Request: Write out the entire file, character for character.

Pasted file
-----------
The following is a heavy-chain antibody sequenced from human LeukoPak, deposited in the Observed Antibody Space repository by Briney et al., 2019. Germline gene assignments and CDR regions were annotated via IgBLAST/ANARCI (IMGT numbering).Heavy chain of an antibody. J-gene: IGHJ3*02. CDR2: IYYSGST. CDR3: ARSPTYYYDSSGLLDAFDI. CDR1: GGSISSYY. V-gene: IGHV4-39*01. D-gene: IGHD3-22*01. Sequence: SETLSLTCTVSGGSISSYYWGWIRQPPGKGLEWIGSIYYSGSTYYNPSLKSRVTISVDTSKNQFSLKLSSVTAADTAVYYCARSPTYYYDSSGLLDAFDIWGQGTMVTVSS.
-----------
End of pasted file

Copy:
The following is a heavy-chain antibody sequenced from human LeukoPak, deposited in the Observed Antibody Space repository by Briney et al., 2019. Germline gene assignments and CDR regions were annotated via IgBLAST/ANARCI (IMGT numbering).Heavy chain of an antibody. J-gene: IGHJ3*02. CDR2: IYYSGST. CDR3: ARSPTYYYDSSGLLDAFDI. CDR1: GGSISSYY. V-gene: IGHV4-39*01. D-gene: IGHD3-22*01. Sequence: SETLSLTCTVSGGSISSYYWGWIRQPPGKGLEWIGSIYYSGSTYYNPSLKSRVTISVDTSKNQFSLKLSSVTAADTAVYYCARSPTYYYDSSGLLDAFDIWGQGTMVTVSS.